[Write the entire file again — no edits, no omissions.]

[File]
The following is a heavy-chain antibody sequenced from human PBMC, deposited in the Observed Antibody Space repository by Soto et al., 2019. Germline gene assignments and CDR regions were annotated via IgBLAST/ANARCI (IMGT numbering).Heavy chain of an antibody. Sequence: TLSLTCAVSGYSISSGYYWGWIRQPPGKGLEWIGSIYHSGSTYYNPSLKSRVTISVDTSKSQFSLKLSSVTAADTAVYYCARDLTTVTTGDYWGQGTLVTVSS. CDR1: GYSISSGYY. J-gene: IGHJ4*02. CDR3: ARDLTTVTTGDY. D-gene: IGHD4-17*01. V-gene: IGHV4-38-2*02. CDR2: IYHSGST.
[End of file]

The following is a heavy-chain antibody sequenced from human PBMC, deposited in the Observed Antibody Space repository by Soto et al., 2019. Germline gene assignments and CDR regions were annotated via IgBLAST/ANARCI (IMGT numbering).Heavy chain of an antibody. Sequence: TLSLTCAVSGYSISSGYYWGWIRQPPGKGLEWIGSIYHSGSTYYNPSLKSRVTISVDTSKSQFSLKLSSVTAADTAVYYCARDLTTVTTGDYWGQGTLVTVSS. CDR1: GYSISSGYY. J-gene: IGHJ4*02. CDR3: ARDLTTVTTGDY. D-gene: IGHD4-17*01. V-gene: IGHV4-38-2*02. CDR2: IYHSGST.